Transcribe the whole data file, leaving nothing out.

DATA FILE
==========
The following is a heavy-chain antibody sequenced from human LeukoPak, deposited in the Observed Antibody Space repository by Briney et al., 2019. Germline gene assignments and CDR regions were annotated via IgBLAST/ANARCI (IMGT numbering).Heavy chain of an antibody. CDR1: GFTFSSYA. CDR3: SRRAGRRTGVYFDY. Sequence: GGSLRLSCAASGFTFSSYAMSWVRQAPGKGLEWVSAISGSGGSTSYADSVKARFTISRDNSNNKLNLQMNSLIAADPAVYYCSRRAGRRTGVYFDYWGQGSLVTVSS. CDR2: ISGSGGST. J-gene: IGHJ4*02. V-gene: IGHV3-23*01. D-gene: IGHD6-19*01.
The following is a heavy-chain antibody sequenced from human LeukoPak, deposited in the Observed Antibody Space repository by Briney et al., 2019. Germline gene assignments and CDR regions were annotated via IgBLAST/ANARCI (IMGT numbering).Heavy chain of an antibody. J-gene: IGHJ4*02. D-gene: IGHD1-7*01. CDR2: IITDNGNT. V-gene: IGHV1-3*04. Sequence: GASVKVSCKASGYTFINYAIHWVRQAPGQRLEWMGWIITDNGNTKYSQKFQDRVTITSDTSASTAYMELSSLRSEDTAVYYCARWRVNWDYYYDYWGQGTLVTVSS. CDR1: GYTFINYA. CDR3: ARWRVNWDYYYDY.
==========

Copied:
The following is a heavy-chain antibody sequenced from human LeukoPak, deposited in the Observed Antibody Space repository by Briney et al., 2019. Germline gene assignments and CDR regions were annotated via IgBLAST/ANARCI (IMGT numbering).Heavy chain of an antibody. CDR1: GFTFSSYA. CDR3: SRRAGRRTGVYFDY. Sequence: GGSLRLSCAASGFTFSSYAMSWVRQAPGKGLEWVSAISGSGGSTSYADSVKARFTISRDNSNNKLNLQMNSLIAADPAVYYCSRRAGRRTGVYFDYWGQGSLVTVSS. CDR2: ISGSGGST. J-gene: IGHJ4*02. V-gene: IGHV3-23*01. D-gene: IGHD6-19*01.
The following is a heavy-chain antibody sequenced from human LeukoPak, deposited in the Observed Antibody Space repository by Briney et al., 2019. Germline gene assignments and CDR regions were annotated via IgBLAST/ANARCI (IMGT numbering).Heavy chain of an antibody. J-gene: IGHJ4*02. D-gene: IGHD1-7*01. CDR2: IITDNGNT. V-gene: IGHV1-3*04. Sequence: GASVKVSCKASGYTFINYAIHWVRQAPGQRLEWMGWIITDNGNTKYSQKFQDRVTITSDTSASTAYMELSSLRSEDTAVYYCARWRVNWDYYYDYWGQGTLVTVSS. CDR1: GYTFINYA. CDR3: ARWRVNWDYYYDY.